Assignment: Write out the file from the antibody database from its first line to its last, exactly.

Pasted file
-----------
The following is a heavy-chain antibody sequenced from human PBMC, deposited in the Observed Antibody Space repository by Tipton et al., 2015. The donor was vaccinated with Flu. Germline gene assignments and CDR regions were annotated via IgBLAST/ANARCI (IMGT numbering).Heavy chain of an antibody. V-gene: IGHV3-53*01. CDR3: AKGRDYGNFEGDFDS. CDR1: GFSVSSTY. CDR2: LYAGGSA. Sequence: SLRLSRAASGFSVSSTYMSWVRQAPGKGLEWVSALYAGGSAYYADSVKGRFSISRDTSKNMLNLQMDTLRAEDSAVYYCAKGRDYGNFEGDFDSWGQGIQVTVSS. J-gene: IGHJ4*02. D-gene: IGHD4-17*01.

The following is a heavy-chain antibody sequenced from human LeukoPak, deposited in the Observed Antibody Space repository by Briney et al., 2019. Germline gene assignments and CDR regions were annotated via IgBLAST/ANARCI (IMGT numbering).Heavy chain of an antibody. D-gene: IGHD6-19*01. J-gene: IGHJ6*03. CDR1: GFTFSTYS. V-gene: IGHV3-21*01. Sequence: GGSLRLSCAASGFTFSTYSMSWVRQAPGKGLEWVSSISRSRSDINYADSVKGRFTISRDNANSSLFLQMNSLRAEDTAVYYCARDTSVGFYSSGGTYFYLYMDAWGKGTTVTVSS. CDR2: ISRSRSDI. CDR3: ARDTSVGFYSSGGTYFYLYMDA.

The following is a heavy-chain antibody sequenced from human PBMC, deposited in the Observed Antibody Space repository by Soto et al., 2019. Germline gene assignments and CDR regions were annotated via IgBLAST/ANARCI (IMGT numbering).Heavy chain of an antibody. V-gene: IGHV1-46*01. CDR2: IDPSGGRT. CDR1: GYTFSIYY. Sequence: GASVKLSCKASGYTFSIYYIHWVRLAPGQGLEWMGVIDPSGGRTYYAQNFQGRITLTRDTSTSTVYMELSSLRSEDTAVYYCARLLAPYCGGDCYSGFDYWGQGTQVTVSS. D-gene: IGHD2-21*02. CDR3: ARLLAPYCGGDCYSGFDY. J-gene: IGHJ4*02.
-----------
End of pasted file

The following is a heavy-chain antibody sequenced from human PBMC, deposited in the Observed Antibody Space repository by Tipton et al., 2015. The donor was vaccinated with Flu. Germline gene assignments and CDR regions were annotated via IgBLAST/ANARCI (IMGT numbering).Heavy chain of an antibody. V-gene: IGHV3-53*01. CDR3: AKGRDYGNFEGDFDS. CDR1: GFSVSSTY. CDR2: LYAGGSA. Sequence: SLRLSRAASGFSVSSTYMSWVRQAPGKGLEWVSALYAGGSAYYADSVKGRFSISRDTSKNMLNLQMDTLRAEDSAVYYCAKGRDYGNFEGDFDSWGQGIQVTVSS. J-gene: IGHJ4*02. D-gene: IGHD4-17*01.

The following is a heavy-chain antibody sequenced from human LeukoPak, deposited in the Observed Antibody Space repository by Briney et al., 2019. Germline gene assignments and CDR regions were annotated via IgBLAST/ANARCI (IMGT numbering).Heavy chain of an antibody. D-gene: IGHD6-19*01. J-gene: IGHJ6*03. CDR1: GFTFSTYS. V-gene: IGHV3-21*01. Sequence: GGSLRLSCAASGFTFSTYSMSWVRQAPGKGLEWVSSISRSRSDINYADSVKGRFTISRDNANSSLFLQMNSLRAEDTAVYYCARDTSVGFYSSGGTYFYLYMDAWGKGTTVTVSS. CDR2: ISRSRSDI. CDR3: ARDTSVGFYSSGGTYFYLYMDA.

The following is a heavy-chain antibody sequenced from human PBMC, deposited in the Observed Antibody Space repository by Soto et al., 2019. Germline gene assignments and CDR regions were annotated via IgBLAST/ANARCI (IMGT numbering).Heavy chain of an antibody. V-gene: IGHV1-46*01. CDR2: IDPSGGRT. CDR1: GYTFSIYY. Sequence: GASVKLSCKASGYTFSIYYIHWVRLAPGQGLEWMGVIDPSGGRTYYAQNFQGRITLTRDTSTSTVYMELSSLRSEDTAVYYCARLLAPYCGGDCYSGFDYWGQGTQVTVSS. D-gene: IGHD2-21*02. CDR3: ARLLAPYCGGDCYSGFDY. J-gene: IGHJ4*02.